Ambrose talking to Augustine:
It is profitable to me to know that for my sake Christ bore my infirmities, submitted to the affections of my body, that for me and for all he was made sin and a curse, that for me and in me was he humbled and made subject, that for me he is the lamb, the vine, the rock, the servant, the Son of a handmaid, knowing not the day of judgment, for my sake ignorant of the day and the hour.
I learned this from Mark Dever.
That CAN be understood in Anselmian terms, but there is nothing here that demands that it be.
The problem with Anselm, et. al., is not the substitutionary part, but the question of how and what and is thereby accomplished. The early, Patristic answer, the answer that remains constant in the East, is that the death of Christ first and foremost expiates, that is, cleanses and heals from sin.
What about this Greg?
– written by a Christian in the generation after the apostles
“When our iniquity had come to its full height, and it was clear beyond all mistaking that retribution in the form of punishment and death must be looked for, the hour arrived in which God had determined to make known from then onwards His loving-kindness and His power. How surpassing is the love and tenderness of God! In that hour, instead of hating us and rejecting us and remembering our wickedness against us, He showed how longsuffering He is. He bore with us, and in pity He took our sins upon Himself and gave His own Son as a ransom for us–the Holy for the wicked, the Sinless for sinners, the Just for the unjust, the Incorrupt for the corrupt, the Immortal for the mortal. For was there, indeed, anything except His righteousness that could have availed to cover our sins? In whom could we, in our lawlessness and ungodliness, have been made holy, but in the Son of God alone? O sweet exchange! O unsearchable working! O benefits unhoped for!–that the wickedness of multitudes should thus be hidden in the One holy, and the holiness of One should sanctify the countless wicked!”
*”Epistle to Diognetus,” in Early Christian Writings, rev. ed., Andrew Louth, trans. Maxwell Stamforth (London: Penguin, 1987), 147.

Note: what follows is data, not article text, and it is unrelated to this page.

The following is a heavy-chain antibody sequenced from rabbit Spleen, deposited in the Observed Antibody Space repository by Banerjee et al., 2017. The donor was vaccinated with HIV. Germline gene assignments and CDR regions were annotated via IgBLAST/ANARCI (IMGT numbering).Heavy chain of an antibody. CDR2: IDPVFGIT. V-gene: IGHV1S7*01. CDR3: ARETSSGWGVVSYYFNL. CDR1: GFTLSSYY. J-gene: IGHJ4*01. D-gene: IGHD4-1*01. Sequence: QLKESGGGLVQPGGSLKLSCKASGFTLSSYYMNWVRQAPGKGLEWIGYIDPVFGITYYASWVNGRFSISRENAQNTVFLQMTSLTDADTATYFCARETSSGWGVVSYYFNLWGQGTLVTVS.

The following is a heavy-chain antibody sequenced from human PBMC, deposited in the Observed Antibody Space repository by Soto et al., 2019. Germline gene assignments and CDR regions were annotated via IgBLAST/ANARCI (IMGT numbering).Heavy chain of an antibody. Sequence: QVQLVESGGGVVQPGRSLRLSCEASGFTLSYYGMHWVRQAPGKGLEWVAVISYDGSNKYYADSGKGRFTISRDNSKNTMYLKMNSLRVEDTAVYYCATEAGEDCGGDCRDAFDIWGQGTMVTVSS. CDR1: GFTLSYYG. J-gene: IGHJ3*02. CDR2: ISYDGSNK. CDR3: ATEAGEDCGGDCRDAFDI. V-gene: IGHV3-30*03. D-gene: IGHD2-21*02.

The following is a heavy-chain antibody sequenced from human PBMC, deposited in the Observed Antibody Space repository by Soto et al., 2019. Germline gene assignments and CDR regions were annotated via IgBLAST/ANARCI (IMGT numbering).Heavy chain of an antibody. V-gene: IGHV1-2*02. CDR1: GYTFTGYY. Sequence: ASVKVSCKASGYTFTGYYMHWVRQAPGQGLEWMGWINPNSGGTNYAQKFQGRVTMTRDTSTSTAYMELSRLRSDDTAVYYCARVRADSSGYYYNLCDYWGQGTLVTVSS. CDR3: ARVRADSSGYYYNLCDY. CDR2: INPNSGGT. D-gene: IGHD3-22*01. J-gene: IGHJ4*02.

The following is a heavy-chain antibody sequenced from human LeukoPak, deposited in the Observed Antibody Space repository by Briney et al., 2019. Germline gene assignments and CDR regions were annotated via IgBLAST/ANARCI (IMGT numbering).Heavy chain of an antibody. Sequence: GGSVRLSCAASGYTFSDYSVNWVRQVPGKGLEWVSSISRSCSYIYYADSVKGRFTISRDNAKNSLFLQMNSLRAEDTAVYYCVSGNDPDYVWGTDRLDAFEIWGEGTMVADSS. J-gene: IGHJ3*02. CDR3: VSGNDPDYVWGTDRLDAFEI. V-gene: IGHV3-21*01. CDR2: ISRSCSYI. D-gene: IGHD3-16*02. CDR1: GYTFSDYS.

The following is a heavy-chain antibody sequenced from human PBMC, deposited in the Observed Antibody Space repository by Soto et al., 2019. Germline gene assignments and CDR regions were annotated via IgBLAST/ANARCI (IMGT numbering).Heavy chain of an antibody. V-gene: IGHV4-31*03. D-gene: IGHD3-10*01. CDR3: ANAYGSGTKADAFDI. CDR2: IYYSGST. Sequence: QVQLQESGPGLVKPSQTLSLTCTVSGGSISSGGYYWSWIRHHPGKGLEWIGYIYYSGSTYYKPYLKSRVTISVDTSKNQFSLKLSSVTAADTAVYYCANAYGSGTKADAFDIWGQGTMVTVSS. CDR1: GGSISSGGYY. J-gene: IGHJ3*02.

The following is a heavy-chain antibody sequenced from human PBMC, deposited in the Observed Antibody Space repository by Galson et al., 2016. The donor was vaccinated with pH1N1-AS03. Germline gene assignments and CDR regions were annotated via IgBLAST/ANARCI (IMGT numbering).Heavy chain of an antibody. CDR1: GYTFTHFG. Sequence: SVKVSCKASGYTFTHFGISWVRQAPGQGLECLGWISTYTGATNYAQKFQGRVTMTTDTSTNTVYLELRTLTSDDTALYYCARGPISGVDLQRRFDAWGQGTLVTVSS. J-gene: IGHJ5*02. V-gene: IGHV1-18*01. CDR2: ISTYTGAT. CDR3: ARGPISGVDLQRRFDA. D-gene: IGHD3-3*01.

Love that quote, Todd! And the whole epistle as well as Ignatius, Clement, the Didache! I’m glad to see you’ve got that book!
In the above, the operative concepts are “ransom” (as in the New Testament) “exchange” (His righteousness for our sinfulness) and, expiation (…”to COVER our sins” and “the holiness of the One should SANCTIFY the countless wicked”)
Again, all of this CAN be read in Anselmian terms, but it wasn’t, until Anselm, and to do so, IMHO, takes the emphasis off the existentiality of salvation and leads to the purely external notion of imputed righteousness (when, in fact, it should be clear that God would only impute that which actually is, in this case, that which God has actually given).
Actually, I don’t have book. At least yet.
Greg, I see God’s mercy in God’s wrath. I know we have talked before (and links included by you) on God as a consuming fire.
But I identify with what Richard Sibbes wrote,
“When our sins are set in order before us, the sins of youth, middle and old age, our sins against conscience, against the law and gospel, against examples, vows, promises, resolutions, and admonitions of the Spirit and servants of God; when there shall be such a terrible accuser, and God shall perhaps let the wounds of conscience fly open and join against us; when wrath shall appear, be in some sort felt, and God presented to the soul as “a consuming fire,” no comfort in heaven or earth appearing, hell beneath seeming ready to revenge against us the quarrel of God’s covenant, Oh then for faith to look through all these clouds! the virture and merit of Christ’s sufferings, death, resurrection, and intercession at the right hand! the sting of death removed, sin pardoned and done away, and glory at hand!”
Sin. Wrath. Mercy. One’s suffering. Glory. My perfect righteousness. Right now.